HOPE in Classic Quotes

Simple words can express big ideas - learn how great writers to make beautiful sentences with common words.
Quotes from David Copperfield by Charles Dickens
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 Current Search - hope in David Copperfield
1  I hope they will ever remain so.
David Copperfield By Charles Dickens
Get Context   In CHAPTER 8. MY HOLIDAYS. ESPECIALLY ONE HAPPY AFTERNOON
2  'I hope so, my dear,' said Mr. Omer.
David Copperfield By Charles Dickens
Get Context   In CHAPTER 9. I HAVE A MEMORABLE BIRTHDAY
3  'I hope you have, too, Master Copperfield,' said Uriah.
David Copperfield By Charles Dickens
Get Context   In CHAPTER 16. I AM A NEW BOY IN MORE SENSES THAN ONE
4  There never was such another drunken madman in that line of business, I hope.
David Copperfield By Charles Dickens
Get Context   In CHAPTER 13. THE SEQUEL OF MY RESOLUTION
5  'Well, ma'am, she will soon be quite comfortable, I hope,' returned Mr. Chillip.
David Copperfield By Charles Dickens
Get Context   In CHAPTER 1. I AM BORN
6  That there was no hope of escape from it, unless the escape was my own act, I knew quite well.
David Copperfield By Charles Dickens
Get Context   In CHAPTER 12. LIKING LIFE ON MY OWN ACCOUNT NO BETTER, I ...
7  Jane Murdstone,' said Mr. Murdstone to his sister, 'any harsh words between us are, I hope, uncommon.
David Copperfield By Charles Dickens
Get Context   In CHAPTER 4. I FALL INTO DISGRACE
8  Clara, my dear,' he said, when I had done his bidding, and he walked me into the parlour, with his hand still on my arm; 'you will not be made uncomfortable any more, I hope.
David Copperfield By Charles Dickens
Get Context   In CHAPTER 4. I FALL INTO DISGRACE
9  The Orfling met me here sometimes, to be told some astonishing fictions respecting the wharves and the Tower; of which I can say no more than that I hope I believed them myself.
David Copperfield By Charles Dickens
Get Context   In CHAPTER 11. I BEGIN LIFE ON MY OWN ACCOUNT, AND DON'T ...
10  The carrier's horse was the laziest horse in the world, I should hope, and shuffled along, with his head down, as if he liked to keep people waiting to whom the packages were directed.
David Copperfield By Charles Dickens
Get Context   In CHAPTER 3. I HAVE A CHANGE
11  The remembrance of that life is fraught with so much pain to me, with so much mental suffering and want of hope, that I have never had the courage even to examine how long I was doomed to lead it.
David Copperfield By Charles Dickens
Get Context   In CHAPTER 14. MY AUNT MAKES UP HER MIND ABOUT ME
12  At the same time, I must say that the generosity of her championship of poor harmless Mr. Dick, not only inspired my young breast with some selfish hope for myself, but warmed it unselfishly towards her.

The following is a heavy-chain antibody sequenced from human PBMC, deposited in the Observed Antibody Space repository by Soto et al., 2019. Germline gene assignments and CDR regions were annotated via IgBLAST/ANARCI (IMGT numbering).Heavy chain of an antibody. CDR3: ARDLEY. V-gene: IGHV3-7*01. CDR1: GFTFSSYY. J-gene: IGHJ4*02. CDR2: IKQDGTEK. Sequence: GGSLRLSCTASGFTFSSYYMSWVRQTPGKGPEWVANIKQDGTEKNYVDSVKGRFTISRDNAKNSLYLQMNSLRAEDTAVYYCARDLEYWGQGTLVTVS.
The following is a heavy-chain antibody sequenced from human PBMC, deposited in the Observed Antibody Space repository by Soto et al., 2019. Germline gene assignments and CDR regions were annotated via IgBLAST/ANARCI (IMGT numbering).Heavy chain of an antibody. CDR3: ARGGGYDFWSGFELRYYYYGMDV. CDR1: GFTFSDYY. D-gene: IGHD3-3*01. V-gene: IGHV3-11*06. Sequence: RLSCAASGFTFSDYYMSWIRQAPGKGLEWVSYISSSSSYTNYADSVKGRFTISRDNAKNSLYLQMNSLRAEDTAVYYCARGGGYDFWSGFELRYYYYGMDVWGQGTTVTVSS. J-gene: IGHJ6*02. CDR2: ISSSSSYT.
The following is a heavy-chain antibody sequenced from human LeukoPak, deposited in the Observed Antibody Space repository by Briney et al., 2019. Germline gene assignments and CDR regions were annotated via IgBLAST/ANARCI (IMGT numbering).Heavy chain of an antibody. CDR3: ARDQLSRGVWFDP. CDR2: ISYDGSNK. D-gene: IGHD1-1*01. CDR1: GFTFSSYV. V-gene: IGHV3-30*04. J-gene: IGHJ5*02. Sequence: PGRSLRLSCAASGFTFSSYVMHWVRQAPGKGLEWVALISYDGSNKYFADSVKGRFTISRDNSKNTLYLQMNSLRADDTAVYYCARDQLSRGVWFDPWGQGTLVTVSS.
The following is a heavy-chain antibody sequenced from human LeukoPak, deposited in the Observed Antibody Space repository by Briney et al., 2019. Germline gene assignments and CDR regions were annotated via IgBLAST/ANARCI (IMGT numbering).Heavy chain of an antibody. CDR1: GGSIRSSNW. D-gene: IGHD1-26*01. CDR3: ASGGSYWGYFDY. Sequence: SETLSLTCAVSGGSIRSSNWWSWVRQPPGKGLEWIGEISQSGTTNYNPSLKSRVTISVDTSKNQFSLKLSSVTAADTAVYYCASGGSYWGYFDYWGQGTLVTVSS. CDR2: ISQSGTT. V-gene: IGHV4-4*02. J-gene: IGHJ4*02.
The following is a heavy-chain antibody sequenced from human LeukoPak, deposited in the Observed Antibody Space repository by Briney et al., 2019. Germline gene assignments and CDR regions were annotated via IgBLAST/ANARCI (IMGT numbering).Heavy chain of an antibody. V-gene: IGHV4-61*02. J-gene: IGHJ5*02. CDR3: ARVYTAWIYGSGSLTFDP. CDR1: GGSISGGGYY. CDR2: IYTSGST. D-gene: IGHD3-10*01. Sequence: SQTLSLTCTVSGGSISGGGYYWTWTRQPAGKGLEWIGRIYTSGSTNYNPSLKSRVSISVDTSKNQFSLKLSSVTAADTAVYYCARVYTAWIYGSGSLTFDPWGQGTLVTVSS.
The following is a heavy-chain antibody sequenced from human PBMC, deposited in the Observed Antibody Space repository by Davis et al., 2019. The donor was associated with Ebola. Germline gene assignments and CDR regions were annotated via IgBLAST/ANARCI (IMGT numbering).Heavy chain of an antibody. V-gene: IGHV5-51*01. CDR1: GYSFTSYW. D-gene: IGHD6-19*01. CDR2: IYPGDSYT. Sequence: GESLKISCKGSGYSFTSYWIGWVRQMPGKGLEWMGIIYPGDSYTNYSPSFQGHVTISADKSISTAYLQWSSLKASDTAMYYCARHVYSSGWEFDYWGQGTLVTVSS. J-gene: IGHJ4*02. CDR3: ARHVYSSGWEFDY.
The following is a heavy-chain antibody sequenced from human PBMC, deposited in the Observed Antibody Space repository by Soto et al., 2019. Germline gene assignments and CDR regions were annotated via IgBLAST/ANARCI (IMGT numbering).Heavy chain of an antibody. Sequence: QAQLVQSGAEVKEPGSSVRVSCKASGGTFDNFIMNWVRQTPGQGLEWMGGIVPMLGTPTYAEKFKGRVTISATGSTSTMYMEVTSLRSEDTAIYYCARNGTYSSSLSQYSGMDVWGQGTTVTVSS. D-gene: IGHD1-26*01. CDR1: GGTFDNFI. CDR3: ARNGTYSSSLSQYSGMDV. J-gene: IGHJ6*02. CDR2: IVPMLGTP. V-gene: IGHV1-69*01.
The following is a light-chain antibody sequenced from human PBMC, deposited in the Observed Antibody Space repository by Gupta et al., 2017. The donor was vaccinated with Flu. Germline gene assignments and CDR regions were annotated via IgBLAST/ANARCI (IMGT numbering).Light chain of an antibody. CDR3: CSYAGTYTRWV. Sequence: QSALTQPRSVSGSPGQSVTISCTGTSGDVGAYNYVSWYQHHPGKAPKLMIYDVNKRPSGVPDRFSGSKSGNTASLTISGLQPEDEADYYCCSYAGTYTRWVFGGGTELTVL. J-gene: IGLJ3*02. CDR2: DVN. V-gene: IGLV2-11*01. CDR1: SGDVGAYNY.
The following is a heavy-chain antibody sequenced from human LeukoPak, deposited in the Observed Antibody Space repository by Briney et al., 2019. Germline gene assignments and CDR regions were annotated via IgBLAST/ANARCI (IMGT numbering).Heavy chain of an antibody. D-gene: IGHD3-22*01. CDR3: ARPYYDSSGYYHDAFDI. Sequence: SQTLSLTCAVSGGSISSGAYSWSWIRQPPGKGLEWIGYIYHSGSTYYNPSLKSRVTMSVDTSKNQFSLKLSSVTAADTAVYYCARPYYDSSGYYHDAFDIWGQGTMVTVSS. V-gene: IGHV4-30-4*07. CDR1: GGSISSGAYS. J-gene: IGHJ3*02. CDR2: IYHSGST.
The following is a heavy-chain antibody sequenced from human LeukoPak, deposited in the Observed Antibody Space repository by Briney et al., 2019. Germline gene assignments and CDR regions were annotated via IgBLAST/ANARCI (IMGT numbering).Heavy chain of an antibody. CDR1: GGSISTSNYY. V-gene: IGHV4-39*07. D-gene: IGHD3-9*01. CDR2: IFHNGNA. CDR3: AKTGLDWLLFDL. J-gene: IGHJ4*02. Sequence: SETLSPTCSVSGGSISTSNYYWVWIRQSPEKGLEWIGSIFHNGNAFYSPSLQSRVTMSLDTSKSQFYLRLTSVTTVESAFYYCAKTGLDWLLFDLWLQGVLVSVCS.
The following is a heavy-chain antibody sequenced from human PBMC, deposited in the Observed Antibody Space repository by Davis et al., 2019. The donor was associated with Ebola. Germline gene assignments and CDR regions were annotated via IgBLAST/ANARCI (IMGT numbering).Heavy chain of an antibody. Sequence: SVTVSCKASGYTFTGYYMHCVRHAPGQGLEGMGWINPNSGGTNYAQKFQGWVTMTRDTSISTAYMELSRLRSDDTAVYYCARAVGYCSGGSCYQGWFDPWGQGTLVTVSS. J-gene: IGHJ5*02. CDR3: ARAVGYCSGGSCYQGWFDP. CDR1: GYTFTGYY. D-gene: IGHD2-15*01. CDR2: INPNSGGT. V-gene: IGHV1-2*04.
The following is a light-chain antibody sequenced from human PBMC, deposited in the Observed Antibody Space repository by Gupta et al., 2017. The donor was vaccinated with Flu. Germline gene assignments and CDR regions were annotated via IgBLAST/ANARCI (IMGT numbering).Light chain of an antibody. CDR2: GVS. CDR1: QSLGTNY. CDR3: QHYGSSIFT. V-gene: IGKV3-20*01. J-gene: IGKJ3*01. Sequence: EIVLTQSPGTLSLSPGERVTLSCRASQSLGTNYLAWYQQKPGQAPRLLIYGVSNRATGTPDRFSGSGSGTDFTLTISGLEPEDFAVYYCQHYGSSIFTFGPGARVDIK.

David Copperfield By Charles Dickens
Get Context   In CHAPTER 14. MY AUNT MAKES UP HER MIND ABOUT ME
13  The only circumstance which gave me any new hope, was my aunt's stopping on the stairs to inquire about a smell of fire that was prevalent there; and janet's replying that she had been making tinder down in the kitchen, of my old shirt.
David Copperfield By Charles Dickens
Get Context   In CHAPTER 13. THE SEQUEL OF MY RESOLUTION
14  She took so kindly to me, that, in the course of a few weeks, she shortened my adopted name of Trotwood into Trot; and even encouraged me to hope, that if I went on as I had begun, I might take equal rank in her affections with my sister Betsey Trotwood.
David Copperfield By Charles Dickens
Get Context   In CHAPTER 15. I MAKE ANOTHER BEGINNING
15  Well, my life,' said Peggotty, giving me a squeeze, 'I have thought of it night and day, every way I can, and I hope the right way; but I'll think of it again, and speak to my brother about it, and in the meantime we'll keep it to ourselves, Davy, you and me.
David Copperfield By Charles Dickens
Get Context   In CHAPTER 10. I BECOME NEGLECTED, AND AM PROVIDED FOR
16  I slept soundly until we got to Yarmouth; which was so entirely new and strange to me in the inn-yard to which we drove, that I at once abandoned a latent hope I had had of meeting with some of Mr. Peggotty's family there, perhaps even with little Em'ly herself.
David Copperfield By Charles Dickens
Get Context   In CHAPTER 5. I AM SENT AWAY FROM HOME
17  When I came, at last, upon the bare, wide downs near Dover, it relieved the solitary aspect of the scene with hope; and not until I reached that first great aim of my journey, and actually set foot in the town itself, on the sixth day of my flight, did it desert me.
David Copperfield By Charles Dickens
Get Context   In CHAPTER 13. THE SEQUEL OF MY RESOLUTION
18  But appearing to remark that Mr. Wickfield went on with his dinner in the same sedate, immovable manner, and that there was no hope of making him relax a muscle of his face, he added: 'However, I have said what I came to say, and, with another apology for this intrusion, I may take myself off.'
David Copperfield By Charles Dickens
Get Context   In CHAPTER 16. I AM A NEW BOY IN MORE SENSES THAN ONE
19  In a short pause which ensued, she had a fancy that she felt Miss Betsey touch her hair, and that with no ungentle hand; but, looking at her, in her timid hope, she found that lady sitting with the skirt of her dress tucked up, her hands folded on one knee, and her feet upon the fender, frowning at the fire.
David Copperfield By Charles Dickens
Get Context   In CHAPTER 1. I AM BORN
20  The patience and hope with which he bore these perpetual disappointments, the mild perception he had that there was something wrong about King Charles the First, the feeble efforts he made to keep him out, and the certainty with which he came in, and tumbled the Memorial out of all shape, made a deep impression on me.
David Copperfield By Charles Dickens
Get Context   In CHAPTER 15. I MAKE ANOTHER BEGINNING